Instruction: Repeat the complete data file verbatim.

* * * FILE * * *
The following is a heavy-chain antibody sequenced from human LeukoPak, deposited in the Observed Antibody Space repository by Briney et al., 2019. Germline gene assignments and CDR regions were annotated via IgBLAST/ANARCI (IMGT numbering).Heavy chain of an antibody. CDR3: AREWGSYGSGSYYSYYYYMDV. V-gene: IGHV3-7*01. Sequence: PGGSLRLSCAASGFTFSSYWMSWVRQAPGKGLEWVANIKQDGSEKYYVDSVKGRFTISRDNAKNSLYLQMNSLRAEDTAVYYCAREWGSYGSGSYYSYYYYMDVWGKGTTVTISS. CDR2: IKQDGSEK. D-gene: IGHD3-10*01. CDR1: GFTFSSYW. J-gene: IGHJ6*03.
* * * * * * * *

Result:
The following is a heavy-chain antibody sequenced from human LeukoPak, deposited in the Observed Antibody Space repository by Briney et al., 2019. Germline gene assignments and CDR regions were annotated via IgBLAST/ANARCI (IMGT numbering).Heavy chain of an antibody. CDR3: AREWGSYGSGSYYSYYYYMDV. V-gene: IGHV3-7*01. Sequence: PGGSLRLSCAASGFTFSSYWMSWVRQAPGKGLEWVANIKQDGSEKYYVDSVKGRFTISRDNAKNSLYLQMNSLRAEDTAVYYCAREWGSYGSGSYYSYYYYMDVWGKGTTVTISS. CDR2: IKQDGSEK. D-gene: IGHD3-10*01. CDR1: GFTFSSYW. J-gene: IGHJ6*03.